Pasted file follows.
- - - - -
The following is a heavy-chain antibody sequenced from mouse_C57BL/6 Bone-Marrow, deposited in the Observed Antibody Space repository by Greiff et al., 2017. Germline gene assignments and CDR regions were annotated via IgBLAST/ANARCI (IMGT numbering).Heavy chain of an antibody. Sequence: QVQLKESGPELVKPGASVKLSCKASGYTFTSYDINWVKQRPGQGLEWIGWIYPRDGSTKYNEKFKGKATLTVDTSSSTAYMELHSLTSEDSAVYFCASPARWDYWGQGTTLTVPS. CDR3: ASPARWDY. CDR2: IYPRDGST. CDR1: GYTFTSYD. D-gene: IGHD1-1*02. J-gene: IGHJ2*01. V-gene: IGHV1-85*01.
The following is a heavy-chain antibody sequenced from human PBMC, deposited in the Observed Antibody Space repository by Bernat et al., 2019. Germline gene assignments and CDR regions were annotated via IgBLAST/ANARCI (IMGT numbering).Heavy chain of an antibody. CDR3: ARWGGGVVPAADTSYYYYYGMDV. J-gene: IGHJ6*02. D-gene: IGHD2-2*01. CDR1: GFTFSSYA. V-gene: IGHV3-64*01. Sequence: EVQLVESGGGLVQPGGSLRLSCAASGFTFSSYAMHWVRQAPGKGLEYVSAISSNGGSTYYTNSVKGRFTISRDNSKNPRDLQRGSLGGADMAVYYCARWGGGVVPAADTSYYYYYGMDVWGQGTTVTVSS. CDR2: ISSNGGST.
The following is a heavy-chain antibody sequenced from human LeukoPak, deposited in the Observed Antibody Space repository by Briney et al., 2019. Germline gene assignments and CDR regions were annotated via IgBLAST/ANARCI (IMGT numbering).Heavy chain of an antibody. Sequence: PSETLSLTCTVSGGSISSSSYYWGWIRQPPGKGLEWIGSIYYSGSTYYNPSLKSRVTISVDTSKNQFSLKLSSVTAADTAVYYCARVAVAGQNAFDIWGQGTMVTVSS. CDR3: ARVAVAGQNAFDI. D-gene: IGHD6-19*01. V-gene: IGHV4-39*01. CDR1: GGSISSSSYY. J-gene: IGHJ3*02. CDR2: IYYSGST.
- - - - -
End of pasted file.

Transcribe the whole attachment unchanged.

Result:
The following is a heavy-chain antibody sequenced from mouse_C57BL/6 Bone-Marrow, deposited in the Observed Antibody Space repository by Greiff et al., 2017. Germline gene assignments and CDR regions were annotated via IgBLAST/ANARCI (IMGT numbering).Heavy chain of an antibody. Sequence: QVQLKESGPELVKPGASVKLSCKASGYTFTSYDINWVKQRPGQGLEWIGWIYPRDGSTKYNEKFKGKATLTVDTSSSTAYMELHSLTSEDSAVYFCASPARWDYWGQGTTLTVPS. CDR3: ASPARWDY. CDR2: IYPRDGST. CDR1: GYTFTSYD. D-gene: IGHD1-1*02. J-gene: IGHJ2*01. V-gene: IGHV1-85*01.
The following is a heavy-chain antibody sequenced from human PBMC, deposited in the Observed Antibody Space repository by Bernat et al., 2019. Germline gene assignments and CDR regions were annotated via IgBLAST/ANARCI (IMGT numbering).Heavy chain of an antibody. CDR3: ARWGGGVVPAADTSYYYYYGMDV. J-gene: IGHJ6*02. D-gene: IGHD2-2*01. CDR1: GFTFSSYA. V-gene: IGHV3-64*01. Sequence: EVQLVESGGGLVQPGGSLRLSCAASGFTFSSYAMHWVRQAPGKGLEYVSAISSNGGSTYYTNSVKGRFTISRDNSKNPRDLQRGSLGGADMAVYYCARWGGGVVPAADTSYYYYYGMDVWGQGTTVTVSS. CDR2: ISSNGGST.
The following is a heavy-chain antibody sequenced from human LeukoPak, deposited in the Observed Antibody Space repository by Briney et al., 2019. Germline gene assignments and CDR regions were annotated via IgBLAST/ANARCI (IMGT numbering).Heavy chain of an antibody. Sequence: PSETLSLTCTVSGGSISSSSYYWGWIRQPPGKGLEWIGSIYYSGSTYYNPSLKSRVTISVDTSKNQFSLKLSSVTAADTAVYYCARVAVAGQNAFDIWGQGTMVTVSS. CDR3: ARVAVAGQNAFDI. D-gene: IGHD6-19*01. V-gene: IGHV4-39*01. CDR1: GGSISSSSYY. J-gene: IGHJ3*02. CDR2: IYYSGST.